NEW CALIFORNIA LAW COMPELS PENSION FUNDS TO DISCLOSE CLIMATE-RELATED RISKS IN THEIR PORTFOLIOS

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1 october 2018


California turns up the heat on climate change disclosures


New law requires big pension funds to provide more information on environmental risk


Jennifer Thompson, Financial Times, September 29, 2018

The wildfires that ripped through the heart of California this summer were mostly under control by the time Senate bill 964 was approved by lawmakers in late August.

Scientists say climate change is leading to the increase in such catastrophes.

It is grimly ironic, then, that landmark legislation, to compel two huge US pension funds to disclose more about how they manage climate-related financial risk, was born as the land smouldered.

The new law in California will require Calpers (the California Public Employees’ Retirement System), which oversees $360bn in assets, and Calstrs (the $228bn California State Teachers’ Retirement System) to report publicly on the climate-related financial risk of their public market portfolio.

The legislation defines this risk as “the effects of the changing climate, such as intense storms, rising sea levels, higher global temperatures, economic damages from carbon emissions, and other financial and transition risks due to public policies to address climate change, shifting consumer attitudes, changing economics of traditional carbon-intense industries”.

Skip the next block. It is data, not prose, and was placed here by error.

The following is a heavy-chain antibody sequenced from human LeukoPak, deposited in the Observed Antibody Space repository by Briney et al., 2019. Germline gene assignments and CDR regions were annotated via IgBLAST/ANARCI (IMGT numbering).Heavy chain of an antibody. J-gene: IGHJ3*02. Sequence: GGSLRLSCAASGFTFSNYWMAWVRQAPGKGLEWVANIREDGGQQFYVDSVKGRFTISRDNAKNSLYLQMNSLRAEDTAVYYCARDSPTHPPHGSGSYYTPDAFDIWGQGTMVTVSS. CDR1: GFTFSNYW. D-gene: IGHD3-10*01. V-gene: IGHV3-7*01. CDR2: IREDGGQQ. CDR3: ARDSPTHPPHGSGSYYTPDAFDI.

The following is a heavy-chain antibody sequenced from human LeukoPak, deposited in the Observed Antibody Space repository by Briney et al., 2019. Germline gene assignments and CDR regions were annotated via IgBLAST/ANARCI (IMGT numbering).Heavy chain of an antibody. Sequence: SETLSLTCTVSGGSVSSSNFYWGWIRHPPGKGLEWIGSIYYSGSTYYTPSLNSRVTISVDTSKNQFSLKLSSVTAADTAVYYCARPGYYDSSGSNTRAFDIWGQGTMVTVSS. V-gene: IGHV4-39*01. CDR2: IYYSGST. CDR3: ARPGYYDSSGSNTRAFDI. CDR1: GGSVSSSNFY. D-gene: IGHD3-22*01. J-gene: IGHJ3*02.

The reports will begin in 2020 with updates every three years. They must describe the actions the funds will take to address these risks, such as shareholder proposals they make to companies in which they invest.

“Given the potentially catastrophic consequences of climate change, the documented social and economic cost of carbon and the emerging body of literature on the material financial risks of climate change, retirement boards simply cannot disregard financial climate risks,” the act states.

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